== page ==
triangles and parallelograms etc. So again, we have
our non-Euclidean alternatives.

Givental takes issue with tautological / dogmatic
expositions of geometry as the worst way to
approach the subject. Taking Euclideanism with
a grain of salt, rather than with worshipful
obedience, is probably a good way to inspire
critical thinking and a better appreciation for
what real mathematics is like. It's not about
developing rigid / set beliefs about the "one way"
it has to be.

Math is not a "my way or the highway" kind
of discipline, much as some authoritarian
types would like it to be.

Challenging the primacy or inevitability of
Euclidean geometry is a useful exercise, not
just for advanced students, but for those
just starting out. Why? Because we
don't want them to feel intimidated by
some onerous "one truth".

This subject of handedness is pretty hot
by the way, features in this debate about
what counts as the most primitive space-filler
(a pretty basic question, accessible to
laypersons). Hexahedra and pentahedra
don't count because they're topologically
too complicated. All the candidates are
tetrahedra, but which one is the winner?

You get some Archimedeans pointing to
the ortho-scheme of the cube, otherwise
known as "the characteristic tetrahedron"
or 1/48th of a cube. This is their champion
in the ring.

The problem with this selection is obvious:
said characteristic tetrahedron is either
left or right handed and will only fill space
in complement with its mirror. Ergo, we're
really talking about a *pair* of tetrahedra,
not a single space-filler.

Joining two such characteristic tetrahedra, to
form another tetrahedron, is arguably to generate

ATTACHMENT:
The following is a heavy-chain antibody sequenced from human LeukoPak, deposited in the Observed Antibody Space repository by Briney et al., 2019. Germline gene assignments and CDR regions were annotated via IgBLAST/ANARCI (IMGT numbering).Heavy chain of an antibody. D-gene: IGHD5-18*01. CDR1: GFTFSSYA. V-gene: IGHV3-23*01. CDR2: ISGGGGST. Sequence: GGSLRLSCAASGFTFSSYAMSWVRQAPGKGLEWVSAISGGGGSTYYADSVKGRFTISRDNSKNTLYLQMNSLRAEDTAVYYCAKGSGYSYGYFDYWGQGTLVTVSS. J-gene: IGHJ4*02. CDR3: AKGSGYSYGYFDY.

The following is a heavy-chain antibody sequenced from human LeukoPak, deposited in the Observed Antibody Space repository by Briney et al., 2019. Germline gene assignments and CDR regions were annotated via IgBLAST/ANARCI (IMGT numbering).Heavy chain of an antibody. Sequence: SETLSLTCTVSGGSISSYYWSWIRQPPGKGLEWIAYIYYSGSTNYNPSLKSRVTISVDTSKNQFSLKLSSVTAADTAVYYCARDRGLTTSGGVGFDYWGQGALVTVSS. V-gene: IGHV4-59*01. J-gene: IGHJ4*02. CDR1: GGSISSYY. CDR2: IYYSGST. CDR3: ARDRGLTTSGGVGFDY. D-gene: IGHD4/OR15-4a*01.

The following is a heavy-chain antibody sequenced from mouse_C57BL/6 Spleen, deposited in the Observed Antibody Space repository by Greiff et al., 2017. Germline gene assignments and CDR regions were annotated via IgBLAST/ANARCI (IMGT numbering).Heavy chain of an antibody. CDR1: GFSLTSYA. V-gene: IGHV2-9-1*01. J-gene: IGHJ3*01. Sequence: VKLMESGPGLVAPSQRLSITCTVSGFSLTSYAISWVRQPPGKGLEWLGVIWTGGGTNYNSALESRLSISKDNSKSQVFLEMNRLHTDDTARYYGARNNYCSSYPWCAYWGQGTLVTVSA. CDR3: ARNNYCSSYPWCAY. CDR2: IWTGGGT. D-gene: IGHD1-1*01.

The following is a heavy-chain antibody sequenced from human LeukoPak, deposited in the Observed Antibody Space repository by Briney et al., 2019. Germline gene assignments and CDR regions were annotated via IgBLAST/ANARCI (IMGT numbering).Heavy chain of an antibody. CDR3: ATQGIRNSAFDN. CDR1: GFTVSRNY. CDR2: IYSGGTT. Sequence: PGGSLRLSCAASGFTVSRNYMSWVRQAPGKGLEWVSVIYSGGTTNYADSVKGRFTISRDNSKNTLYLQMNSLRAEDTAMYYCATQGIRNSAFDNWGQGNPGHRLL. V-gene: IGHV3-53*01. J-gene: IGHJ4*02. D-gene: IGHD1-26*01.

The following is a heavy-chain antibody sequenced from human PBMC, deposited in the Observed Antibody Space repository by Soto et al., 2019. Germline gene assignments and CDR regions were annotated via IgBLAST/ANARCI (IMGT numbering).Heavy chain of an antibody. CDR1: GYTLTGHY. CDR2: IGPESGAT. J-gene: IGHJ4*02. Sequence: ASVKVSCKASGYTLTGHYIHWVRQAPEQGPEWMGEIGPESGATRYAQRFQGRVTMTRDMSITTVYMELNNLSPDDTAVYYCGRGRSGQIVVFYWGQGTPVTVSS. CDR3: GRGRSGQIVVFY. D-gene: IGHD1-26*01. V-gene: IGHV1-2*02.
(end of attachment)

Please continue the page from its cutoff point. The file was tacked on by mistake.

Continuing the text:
the true minimum space-filler, a tetrahedron
that fills space with identical copies of itself,
no worries about handedness. This was
D.M.Y. Sommerville's approach and his
argument is used by Senechal to explain why
some Aristotle fans have tended to bristle
over the oft stated claim that Aristotle was
wrong about tetrahedra filling space (see
Math World under space filling): they
most certainly do (he never said "regular").

Which Tetrahedra Fill Space? by Marjorie Senechal
Mathematics Magazine, Vol. 54, No. 5 (Nov., 1981),
pp. 227-243.

If this debate resolves the way I think it should, then
we have all the more reason for advancing our "minimum
tetrahedron" or Mite in more of the literature.

Sommerville identified this shape in his research,
as well as some of the shapes it makes in turn,
additional space-filling tetrahedra (e.g. the
disphenoid tetrahedron and the mono-rectangular
tetrahedron). It even assembles the characteristic
tetrahedron. Indeed, every space-filling tetrahedron
on Guy Inchbald's useful chart may be assembled
from our Minimum Tetrahedron (mite).

Useful chart:

(note handed characteristic tetrahedron at the top --
the "tap root" of Archimedean thinking -- with
our champion, the Mite on the 2nd row, the three
Sytes below that: Lite, Bite and Rite respectively.
Four mites will make the characteristic tetrahedron
so it needn't be top row if we wish to organize
our thinking differently (no reason we shouldn't)).

These amateur geometry teachers discover the
disphenoid tetrahedron (rite) for themselves in this
oft cited Math Forum paper, but don't seem to realize
it's composed of two Sommerville tetrahedra (or
we could call them Aristotle's?).

An Amazing, Space Filling, Non-regular Tetrahedron
by Joyce Frost and Peg Cagle

These threads (handedness and space-filling tessellations)
are linked, in that Euclidean geometry may de-sensitize
students from appreciating handedness. Its notion of
"congruence" obscures it. Having a poor grasp of
handedness might lead students to think the so-called
"characteristic tetrahedron" is capable of filling space
without pairing up with its mirror image.

An interesting hypothesis will test whether our intro-
duction of non-Euclidean definitions helps students
grasp the importance of handedness. We have other
reasons for introducing Menger's geometry of lumps.
For example, in a ray tracing context, it makes little
sense to define anything "dimensionless" as any
object needs to reflect light, or might as well not be
there at all. This goes for points, lines, planes and
so-called "solids".

For those of you not familiar with Kiselev's Geometry,
these two volumes were at the heart of the Russian
school system, starting in the Tsarist period and
on through the opening decades of the USSR.
For a time, they were considered THE geometry
textbooks of that nation. They have only recently
been translated into English (2008) by A. Givental,
based at UC Berkeley.

Kirby Urner